On a chilly Wednesday evening in early March, around 200 people came together in Reading town centre to march for a common cause — to show solidarity with billions of women around the world on International Women’s Day.
The type of people at the march were different to what I was expecting — in a good way. There were people from all walks of life, from young boys to old women, and a fair number of students, too. Perhaps the demographic that surprised me the most were the number of parents with babies in pushchairs and toddlers sat on shoulders. To me, it proved how women’s issues affected people of all ages and gender, and not just women.
We first gathered in Forbury Gardens before setting off along Broad Street. The banners proudly held by marchers were creative, thought-provoking, and relevant, as were the chants led by the leaders at the front of the march. “My body, my rights” was just one of the slogans which was shouted out of the lead megaphone and reverberated down the procession in responses from those taking part. Whilst walking down Broad Street, workers in shops and estate agents came to their windows to observe what all the noise was about; many of them stood and watched, looking surprised!
The march ended outside Reading Town Hall, where numerous speakers discussed their experiences with women’s rights campaigning and other similar movements. One of the speakers was Wendy Thomson, leader of the Reading and Henley branch of the Women’s Equality Party, who had helped organise the march. She spoke on issues that were close to home, including on the cuts in funding that have been made to local domestic violence organisation Berkshire Women’s Aid. I was lucky enough to have a brief chat with Wendy after the speeches.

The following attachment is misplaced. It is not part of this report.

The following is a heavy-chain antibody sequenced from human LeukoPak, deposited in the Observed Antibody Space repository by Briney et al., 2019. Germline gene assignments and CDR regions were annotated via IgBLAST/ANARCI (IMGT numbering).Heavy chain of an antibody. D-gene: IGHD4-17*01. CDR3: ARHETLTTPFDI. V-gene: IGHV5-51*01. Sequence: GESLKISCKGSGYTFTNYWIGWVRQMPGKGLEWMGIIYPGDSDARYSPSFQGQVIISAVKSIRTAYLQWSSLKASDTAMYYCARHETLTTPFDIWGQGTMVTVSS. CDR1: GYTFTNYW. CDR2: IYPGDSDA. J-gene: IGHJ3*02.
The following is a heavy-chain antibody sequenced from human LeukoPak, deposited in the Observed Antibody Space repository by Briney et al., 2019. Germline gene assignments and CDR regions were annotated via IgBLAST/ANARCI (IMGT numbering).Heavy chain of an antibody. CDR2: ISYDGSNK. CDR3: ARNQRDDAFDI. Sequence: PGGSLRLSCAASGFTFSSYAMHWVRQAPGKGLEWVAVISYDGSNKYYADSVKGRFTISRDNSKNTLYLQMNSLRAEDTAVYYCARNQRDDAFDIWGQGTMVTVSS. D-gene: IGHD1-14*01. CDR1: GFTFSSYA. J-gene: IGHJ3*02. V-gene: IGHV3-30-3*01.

On the role of the Women’s Equality Party, Wendy commented, “We’re a political party for gender equality — we do collaborative politics with any other political party that is working for gender equality.”
She was also keen to highlight how students can get involved with the movement.
“Sophie Walker (leader of the party) gave a lecture at Henley Business School a couple of weeks ago, so she was on campus. We’re in Reading, so students can join WEP Reading on Facebook, Twitter, or send us an email. Most of our meetings are in Reading like at Nibsy’s Coffee Shop or the Rising Sun Arts Centre.
“We want to work with students; we want students to be actively part of the branch and get involved with us.”